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Adaptive Capacity and Adaptation Actions of Households for a Typhoon Event in Bula, Camarines Sur, Philippines

Climate change poses serious challenges to institutions and households in the Philippines. Thus, it is important to determine its impacts on households and the corresponding adaptation actions of government, men, and women to determine gender-sensitive measures that can enhance resilience and adaptive capacity of affected sectors.

This research work was done in Bula, Camarines Sur. Gender-disaggregated data collected through interview and focus group discussion with husbands and wives were used to determine the impact of Typhoon Nock-ten (i.e., the household’s response strategies and the willingness of men and women to pay for different adaptation options). Data on government response actions were gathered through key informant interviews with the local government staff involved in relief and rescue operations.

Gender lens was used in the analysis in order to elicit the difference between the household decision making patterns, the activities that the husbands and wives undertook, their preparedness and adaptive capacity, and their willingness-to-pay for three different adaptation options that could help them prepare for future hazards. The assistance available to households from various sources was also analyzed to determine its sensitivity to address the different needs of men, women, and children.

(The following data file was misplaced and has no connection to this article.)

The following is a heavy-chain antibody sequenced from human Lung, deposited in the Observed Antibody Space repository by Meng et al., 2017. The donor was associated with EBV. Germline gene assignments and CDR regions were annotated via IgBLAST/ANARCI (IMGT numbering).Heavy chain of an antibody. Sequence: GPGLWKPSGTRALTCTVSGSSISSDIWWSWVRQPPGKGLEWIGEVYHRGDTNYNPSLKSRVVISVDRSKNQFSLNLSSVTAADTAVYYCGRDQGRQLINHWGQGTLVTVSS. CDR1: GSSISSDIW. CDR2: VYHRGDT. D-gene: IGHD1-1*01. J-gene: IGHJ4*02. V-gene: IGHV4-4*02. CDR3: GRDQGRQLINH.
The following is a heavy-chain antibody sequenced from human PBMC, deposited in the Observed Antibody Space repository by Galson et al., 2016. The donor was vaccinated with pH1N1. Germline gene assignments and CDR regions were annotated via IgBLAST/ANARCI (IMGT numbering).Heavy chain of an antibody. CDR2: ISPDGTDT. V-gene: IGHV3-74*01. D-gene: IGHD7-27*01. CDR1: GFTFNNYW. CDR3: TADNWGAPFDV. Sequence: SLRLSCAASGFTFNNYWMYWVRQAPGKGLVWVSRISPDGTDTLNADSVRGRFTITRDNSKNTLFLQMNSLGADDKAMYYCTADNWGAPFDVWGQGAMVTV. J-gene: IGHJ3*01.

Results of the study show the gender differentiated roles of husbands and wives in responding to flooding associated with an extreme climatic event. Husbands generally took care of preparedness activities that require physical strength, such as reinforcing the house and taking care of belongings and properties left behind when the family took shelter in the evacuation centers. Wives were in-charge of preparing the things needed by the family while in the evacuation center, such as food and clothing.

More wives compared to husbands are willing to pay for disaster insurance, construction of rip rap along the river banks, and relocation to other safer places. Social and economic factors, such as familiarity with their present place of residence, presence of relatives and employment opportunities, are the primary factors that constrained husbands’ decision to relocate. The impact of typhoon events was found to be greater on husbands than wives largely because more husbands were generally gainfully employed, while only a few of the wives interviewed earn wages.

Gender analysis is important to take into account the gender differentiated role, needs, contributions, and impacts of extreme climate events on men and women. Mixed method of research is also recommended to ensure that both the qualitative aspects of gender relations and the quantitative valuation of men’s and women’s role, contribution, and impacts are addressed.


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